If the property is a new build, the contractor or a builder might attend to look for any cosmetic damages or construction defects.
What A Walk Through Is Not?
A walkthrough is not a move-in day. Inviting family members and friends to see the house is not yet time. It is also not time yet to start moving in boxes.
How Much Does a Walkthrough Cost?
There is no additional fee for the final walkthrough.
Walk Through Vs. Home Inspection
Remember that the walkthrough is not the home inspection.
When you get to the walkthrough, the official review and necessary repairs should already be completed. The walkthrough is your time to verify that any issues found during the inspection have now been corrected.
How Long Does The Walkthrough Take?
A final walkthrough could take as little as 15 minutes to more than an hour for a large property. If the home comes with a pool or detached units like a shed or a garage, build in extra time to examine those items, including the pool gate.
Realistically, expect the entire walkthrough to take at least a half hour and maybe more than an hour, but don’t set a time limit. This process is essential and has significant implications for the long term regarding financial well-being.
Don’t rush the process.
Check every nook and cranny before you agree to sign the closing papers and take possession of the keys to open the door to your new home.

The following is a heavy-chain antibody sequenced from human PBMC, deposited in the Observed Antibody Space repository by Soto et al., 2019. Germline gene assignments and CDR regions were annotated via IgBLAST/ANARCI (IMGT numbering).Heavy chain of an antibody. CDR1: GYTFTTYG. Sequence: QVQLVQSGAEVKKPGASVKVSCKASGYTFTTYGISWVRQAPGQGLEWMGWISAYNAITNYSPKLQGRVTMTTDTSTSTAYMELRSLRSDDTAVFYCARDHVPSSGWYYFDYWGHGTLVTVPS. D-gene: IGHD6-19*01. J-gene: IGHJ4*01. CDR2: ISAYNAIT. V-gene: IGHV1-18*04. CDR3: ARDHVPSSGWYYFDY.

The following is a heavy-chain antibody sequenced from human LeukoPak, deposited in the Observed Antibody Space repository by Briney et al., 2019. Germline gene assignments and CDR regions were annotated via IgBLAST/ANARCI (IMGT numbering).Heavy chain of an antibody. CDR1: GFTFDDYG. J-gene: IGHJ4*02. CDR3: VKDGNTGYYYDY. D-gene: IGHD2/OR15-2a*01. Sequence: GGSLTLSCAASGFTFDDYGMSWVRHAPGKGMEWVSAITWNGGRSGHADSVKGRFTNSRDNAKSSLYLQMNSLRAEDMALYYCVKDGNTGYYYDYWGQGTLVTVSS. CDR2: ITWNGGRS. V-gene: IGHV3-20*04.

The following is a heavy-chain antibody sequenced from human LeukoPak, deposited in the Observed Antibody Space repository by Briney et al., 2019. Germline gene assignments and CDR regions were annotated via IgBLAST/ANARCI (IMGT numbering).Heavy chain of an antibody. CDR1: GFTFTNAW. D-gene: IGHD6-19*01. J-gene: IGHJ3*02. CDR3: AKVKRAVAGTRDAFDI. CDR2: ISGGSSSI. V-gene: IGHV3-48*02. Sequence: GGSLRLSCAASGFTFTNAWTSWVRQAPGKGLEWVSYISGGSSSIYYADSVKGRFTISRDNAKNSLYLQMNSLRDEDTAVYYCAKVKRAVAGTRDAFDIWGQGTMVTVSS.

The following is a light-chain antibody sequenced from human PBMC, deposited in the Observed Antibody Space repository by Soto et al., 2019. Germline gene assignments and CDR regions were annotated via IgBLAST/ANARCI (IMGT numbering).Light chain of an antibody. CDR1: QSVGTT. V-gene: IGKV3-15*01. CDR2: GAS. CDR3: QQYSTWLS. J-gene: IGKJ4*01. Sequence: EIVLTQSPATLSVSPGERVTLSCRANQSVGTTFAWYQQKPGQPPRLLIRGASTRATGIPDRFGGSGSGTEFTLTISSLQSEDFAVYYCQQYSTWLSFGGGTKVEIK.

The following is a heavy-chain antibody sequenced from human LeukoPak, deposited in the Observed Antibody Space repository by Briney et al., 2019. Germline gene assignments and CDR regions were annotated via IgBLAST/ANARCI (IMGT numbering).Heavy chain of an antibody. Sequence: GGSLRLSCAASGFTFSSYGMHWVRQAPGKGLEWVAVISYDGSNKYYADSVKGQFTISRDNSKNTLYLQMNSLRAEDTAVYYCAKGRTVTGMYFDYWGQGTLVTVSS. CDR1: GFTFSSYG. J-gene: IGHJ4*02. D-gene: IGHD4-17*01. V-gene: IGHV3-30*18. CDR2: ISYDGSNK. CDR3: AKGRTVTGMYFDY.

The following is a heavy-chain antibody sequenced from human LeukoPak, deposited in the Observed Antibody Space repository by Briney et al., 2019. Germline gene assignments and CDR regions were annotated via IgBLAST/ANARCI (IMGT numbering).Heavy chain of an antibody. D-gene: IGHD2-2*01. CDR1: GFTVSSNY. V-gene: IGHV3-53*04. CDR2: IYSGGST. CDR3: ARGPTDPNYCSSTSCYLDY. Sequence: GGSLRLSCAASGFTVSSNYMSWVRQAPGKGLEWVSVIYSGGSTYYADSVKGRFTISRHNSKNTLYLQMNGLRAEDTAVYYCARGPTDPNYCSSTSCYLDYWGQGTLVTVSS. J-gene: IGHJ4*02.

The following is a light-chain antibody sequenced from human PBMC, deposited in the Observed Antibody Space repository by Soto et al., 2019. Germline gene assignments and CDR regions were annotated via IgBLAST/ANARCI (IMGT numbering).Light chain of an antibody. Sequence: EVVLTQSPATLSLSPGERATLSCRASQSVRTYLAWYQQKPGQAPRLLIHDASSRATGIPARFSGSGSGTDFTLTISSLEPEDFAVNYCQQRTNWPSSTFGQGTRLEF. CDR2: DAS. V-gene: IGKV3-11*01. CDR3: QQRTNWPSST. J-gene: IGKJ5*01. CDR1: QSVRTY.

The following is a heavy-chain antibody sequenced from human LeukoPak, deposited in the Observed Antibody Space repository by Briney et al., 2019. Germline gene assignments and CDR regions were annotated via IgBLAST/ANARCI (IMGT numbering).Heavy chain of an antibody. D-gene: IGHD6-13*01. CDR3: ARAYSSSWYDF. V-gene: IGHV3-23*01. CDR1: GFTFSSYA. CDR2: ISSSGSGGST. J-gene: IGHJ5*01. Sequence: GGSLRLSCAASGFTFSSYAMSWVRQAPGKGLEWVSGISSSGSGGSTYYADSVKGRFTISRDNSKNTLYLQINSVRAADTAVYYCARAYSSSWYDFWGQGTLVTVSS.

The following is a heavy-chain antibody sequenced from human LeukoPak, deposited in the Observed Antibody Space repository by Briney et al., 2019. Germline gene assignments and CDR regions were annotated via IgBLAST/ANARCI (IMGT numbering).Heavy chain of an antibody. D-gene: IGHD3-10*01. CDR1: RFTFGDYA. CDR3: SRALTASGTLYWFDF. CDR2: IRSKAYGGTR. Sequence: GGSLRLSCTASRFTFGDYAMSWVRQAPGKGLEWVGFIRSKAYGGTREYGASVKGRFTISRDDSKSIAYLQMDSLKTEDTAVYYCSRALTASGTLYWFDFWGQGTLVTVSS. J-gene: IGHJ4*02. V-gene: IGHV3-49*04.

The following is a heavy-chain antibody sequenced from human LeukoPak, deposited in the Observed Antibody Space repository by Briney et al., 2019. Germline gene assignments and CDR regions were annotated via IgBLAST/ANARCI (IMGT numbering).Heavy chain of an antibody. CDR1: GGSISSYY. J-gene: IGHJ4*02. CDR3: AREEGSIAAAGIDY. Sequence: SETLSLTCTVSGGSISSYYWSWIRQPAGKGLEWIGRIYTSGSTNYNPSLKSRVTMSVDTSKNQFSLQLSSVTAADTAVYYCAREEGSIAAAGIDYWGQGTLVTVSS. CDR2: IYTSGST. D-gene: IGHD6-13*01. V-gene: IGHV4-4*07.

Detailed Walk Through Checklist
Follow this helpful Walkthrough Checklist:
Inside The House
- Is the house tidy or broom clean?
- Utilities should be on at the time of the final walkthrough.
- A fixture is an item attached to the home, such as lighting fixtures, mailboxes, or shrubs. Make sure these are all in place.
- A piece of personal property is something that is not attached to the home, like a refrigerator, swing set, etc. Make sure any personal property you and the seller agreed to leave is present and in good working order.
- Ensure the seller has cleared out the home of personal items unless both seller and buyer have previously decided to leave them behind.
- Is there construction debris or trash lying around?
- Make sure the agreed-upon repairs have been properly completed.
- Is the water on and working correctly?
- Are the light fixtures and outlets in place and working well?
- Does the fireplace work well?
- Do you see any damage to the walls, floors, cabinetry, or windows?
- Be on the lookout for unexpected issues like damage from a recent storm, water damage, or any damage left behind by the movers.
- Look around to ensure everything included in the offer is still in the house, such as appliances, fixtures, TV mounts, or other agreed-upon items.
- Confirm all work requested from the initial inspection is completed.
- Test door locks.
- Test faucets to check for leaks.
- Test hot water.
- Make sure all drains are clear and adequately draining.
- Flush the toilets to check for clogs, leaks, and proper working order.
- Look for mold or water damage.
- Check for evidence of inside pests, mouse droppings or sawdust from termites.
- Check doors and windows to make sure they close and lock and are in good condition, not cracked or broken.